My 6 Favorite Black-Girl Books to Read During Quarantine

Like many other Americans this week, I’m locked away at home practicing social distancing. It has been difficult to find ways to make myself feel busy and purposeful, particularly with the news that my school will not be returning for the rest of the semester. Nevertheless, I have reminded myself to remain optimistic, as the situation provides a time for personal reflection and growth as well. Being able to “social distance” is a privilege in itself. The isolation is ultimately what brought me to start this blog when I was in search of a creative outlet. 

Other than blogging, I’ve tried to get back into reading as well. I remember when I was in seventh grade, I could finish a full book in less than 24 hours. The increased workload in high school made it so that it takes me weeks to finish one book if I even bother to read one at all. So, while we all have this excess of time, I decided to craft my ultimate quarantine reading list for a black girl, filled with stories of amazing black female heroines capable of letting you escape from the outside world, if only for a few hours.

Children of Blood and Bone by Tomi Adeyemi

Children of Blood and Bone is the first novel in the Legacy of Orïsha series, and the sequel (Children of Virtue and Vengeance) was released in December 2019. The story follows Zèlie, a maji living in a world where magic was stolen away by a tyrannical king. Zèlie’s people are oppressed in her society, and when she finds an opportunity to bring magic back to the land of Orïsha, she sets out to revolt against the oppressive monarchy and frees her people. When I read this book for the first time in March 2018, it was instantly one of my favorites. Despite being fantasy, it alludes to many systems of racial inequity I see in real life, making it an impactful read.

Winter by Marissa Meyer

Winter is the final book in the Lunar Chronicles series, a series I highly recommend. Each book is based on a classic fairytale and retold to fit into a futuristic world that includes earthen humans, cyborgs, a race of people living on the moon, and android robots. The titular character, Winter, is based on the tale of Snow White, and all the characters of the past books team up to defeat the evil Lunar queen who aims to take control of Earth’s people. I reread it during this quarantine, and it remains one of my favorite books years after I read it the first time.

My Sister, the Serial Killer by Oyinkan Braithwaite

My Sister, the Serial Killer is the perfect book to read if you’re looking to lose yourself in a novel for only a couple hours. At under 300 pages, it’s short, but exciting nonetheless. It tells the story of Korede, a nurse harboring a dark secret: her beautiful sister, Ayoola, is a serial killer. Ayoola has killed her last three boyfriends, and Korede has always been there to help her get away with it. When Ayoola sets her sights on the handsome doctor Korede had been crushing on, Korede must fight to stop her sister before the doctor ends up like Ayoola’s other romances- dead.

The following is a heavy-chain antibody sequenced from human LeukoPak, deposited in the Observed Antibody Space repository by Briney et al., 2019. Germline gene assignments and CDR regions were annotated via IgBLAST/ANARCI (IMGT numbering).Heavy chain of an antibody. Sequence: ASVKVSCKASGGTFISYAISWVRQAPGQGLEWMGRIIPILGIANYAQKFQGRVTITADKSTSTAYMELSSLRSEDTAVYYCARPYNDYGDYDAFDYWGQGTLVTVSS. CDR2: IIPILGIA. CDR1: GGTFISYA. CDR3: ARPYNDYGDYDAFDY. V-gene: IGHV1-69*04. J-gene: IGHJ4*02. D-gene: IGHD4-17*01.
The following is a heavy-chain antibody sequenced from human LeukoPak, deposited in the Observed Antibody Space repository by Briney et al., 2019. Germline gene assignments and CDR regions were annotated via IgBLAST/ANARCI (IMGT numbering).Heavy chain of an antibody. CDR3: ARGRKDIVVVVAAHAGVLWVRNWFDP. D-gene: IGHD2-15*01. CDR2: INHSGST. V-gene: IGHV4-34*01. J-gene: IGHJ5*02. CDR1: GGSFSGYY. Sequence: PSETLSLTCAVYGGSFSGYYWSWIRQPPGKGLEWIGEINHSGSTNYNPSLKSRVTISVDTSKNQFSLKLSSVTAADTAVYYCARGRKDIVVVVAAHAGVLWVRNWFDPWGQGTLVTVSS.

My Soul to Keep by Tananarive Due

My Soul to Keep has elements of mystery, horror, and paranormal genres. Dawit is an immortal who has been living for over 400 years, a result of a ritual done alongside many others, all who have been sworn to secrecy. This immortality caused him to travel around for many years, knowing that whatever family he created he would eventually have to abandon. Yet, when he falls in love with Jessica, he just can’t seem to leave her behind. Jessica knows him as David and believes he is the perfect husband: caring, attractive, and intelligent. When the other immortals command David to leave his wife and child behind, he decides to attempt the dangerous ritual that made him immortal all those centuries ago on his wife and children, all while Jessica searches to find the truth about her mysterious husband. This book was actually recommended to me by my father, and though I don’t think I would have picked it up on my own, it was a thrilling read. 

With the Fire on High by Elizabeth Acevedo

A light realistic fiction read, With the Fire on High is about an Afro-Latinx teen mom and high school senior, Emoni Santiago, who has a passion for food. While she struggles to take care of her young daughter and support her Abuelita, the kitchen is the one place where she feels truly in control. When her school introduces a new culinary class, she jumps at the chance to take both the class and fundraise for the trip to Spain. A new boy in school only complicates Emoni’s life further, causing her to learn to balance her responsibilities in new ways.

Purple Hibiscus by Chimamanda Ngozi Adichie

Set in 1990s Nigeria, Purple Hibiscus follows 15-year-old Kambili, who lives a seemingly privileged life. However, inside the walls of her beautiful home, her father is abusive, controlling every aspect of his wife and children’s lives. When Kambili and her older brother Jaja get the chance to stay with their free-spoken aunt, they leave home for the first time. There, the siblings discover aspects of life they had been shielded from their whole lives, including what it’s like to have freedom. I initially read this book for school, and it remains the best book I’ve read in a class thus far.